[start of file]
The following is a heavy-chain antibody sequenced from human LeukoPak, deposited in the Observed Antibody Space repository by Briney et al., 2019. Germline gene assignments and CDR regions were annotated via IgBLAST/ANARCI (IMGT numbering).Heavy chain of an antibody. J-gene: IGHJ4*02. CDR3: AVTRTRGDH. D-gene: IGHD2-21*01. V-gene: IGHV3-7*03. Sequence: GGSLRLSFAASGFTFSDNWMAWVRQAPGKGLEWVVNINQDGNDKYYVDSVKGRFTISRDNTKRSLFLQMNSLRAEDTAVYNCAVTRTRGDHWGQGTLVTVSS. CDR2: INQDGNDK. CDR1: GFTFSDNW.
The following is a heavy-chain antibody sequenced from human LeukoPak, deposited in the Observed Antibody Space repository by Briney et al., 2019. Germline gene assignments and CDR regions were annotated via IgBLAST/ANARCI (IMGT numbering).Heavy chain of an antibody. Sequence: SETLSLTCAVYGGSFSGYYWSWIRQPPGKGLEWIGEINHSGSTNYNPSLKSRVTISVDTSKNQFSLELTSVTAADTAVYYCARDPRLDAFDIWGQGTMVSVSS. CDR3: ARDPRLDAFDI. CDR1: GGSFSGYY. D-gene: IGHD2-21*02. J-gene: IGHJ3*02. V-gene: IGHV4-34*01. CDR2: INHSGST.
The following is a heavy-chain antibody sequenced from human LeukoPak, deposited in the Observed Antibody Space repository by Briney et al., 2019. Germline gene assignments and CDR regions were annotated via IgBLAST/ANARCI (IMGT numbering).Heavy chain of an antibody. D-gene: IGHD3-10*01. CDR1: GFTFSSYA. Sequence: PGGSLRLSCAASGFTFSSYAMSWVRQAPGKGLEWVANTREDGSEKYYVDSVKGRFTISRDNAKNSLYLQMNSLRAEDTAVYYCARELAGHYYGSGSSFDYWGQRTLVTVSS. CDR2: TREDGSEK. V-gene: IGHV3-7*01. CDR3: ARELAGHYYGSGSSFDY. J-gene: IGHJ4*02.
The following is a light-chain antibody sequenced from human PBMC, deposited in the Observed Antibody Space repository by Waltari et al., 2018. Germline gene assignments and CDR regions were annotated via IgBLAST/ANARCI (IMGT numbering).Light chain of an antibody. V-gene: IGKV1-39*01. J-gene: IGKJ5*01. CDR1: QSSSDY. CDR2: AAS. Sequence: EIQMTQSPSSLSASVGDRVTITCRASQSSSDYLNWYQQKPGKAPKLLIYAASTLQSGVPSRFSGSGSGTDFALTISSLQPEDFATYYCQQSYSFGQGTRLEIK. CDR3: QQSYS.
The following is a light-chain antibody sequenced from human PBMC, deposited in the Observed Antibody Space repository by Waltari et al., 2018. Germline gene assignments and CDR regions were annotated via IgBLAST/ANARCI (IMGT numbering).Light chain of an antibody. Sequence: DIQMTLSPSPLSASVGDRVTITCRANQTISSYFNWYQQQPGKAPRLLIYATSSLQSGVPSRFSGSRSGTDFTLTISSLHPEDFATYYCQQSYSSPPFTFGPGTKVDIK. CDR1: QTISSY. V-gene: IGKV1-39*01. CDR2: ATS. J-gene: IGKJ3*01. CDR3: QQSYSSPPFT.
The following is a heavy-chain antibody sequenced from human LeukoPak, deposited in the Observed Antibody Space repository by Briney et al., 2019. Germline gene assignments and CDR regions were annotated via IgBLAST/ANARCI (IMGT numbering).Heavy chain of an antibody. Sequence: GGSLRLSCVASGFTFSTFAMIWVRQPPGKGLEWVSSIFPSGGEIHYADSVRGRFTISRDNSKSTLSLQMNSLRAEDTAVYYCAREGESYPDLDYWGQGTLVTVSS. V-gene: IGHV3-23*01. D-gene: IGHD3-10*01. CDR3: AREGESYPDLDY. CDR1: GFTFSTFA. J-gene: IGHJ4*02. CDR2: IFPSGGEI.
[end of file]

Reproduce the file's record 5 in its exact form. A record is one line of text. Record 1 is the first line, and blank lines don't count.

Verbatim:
The following is a light-chain antibody sequenced from human PBMC, deposited in the Observed Antibody Space repository by Waltari et al., 2018. Germline gene assignments and CDR regions were annotated via IgBLAST/ANARCI (IMGT numbering).Light chain of an antibody. Sequence: DIQMTLSPSPLSASVGDRVTITCRANQTISSYFNWYQQQPGKAPRLLIYATSSLQSGVPSRFSGSRSGTDFTLTISSLHPEDFATYYCQQSYSSPPFTFGPGTKVDIK. CDR1: QTISSY. V-gene: IGKV1-39*01. CDR2: ATS. J-gene: IGKJ3*01. CDR3: QQSYSSPPFT.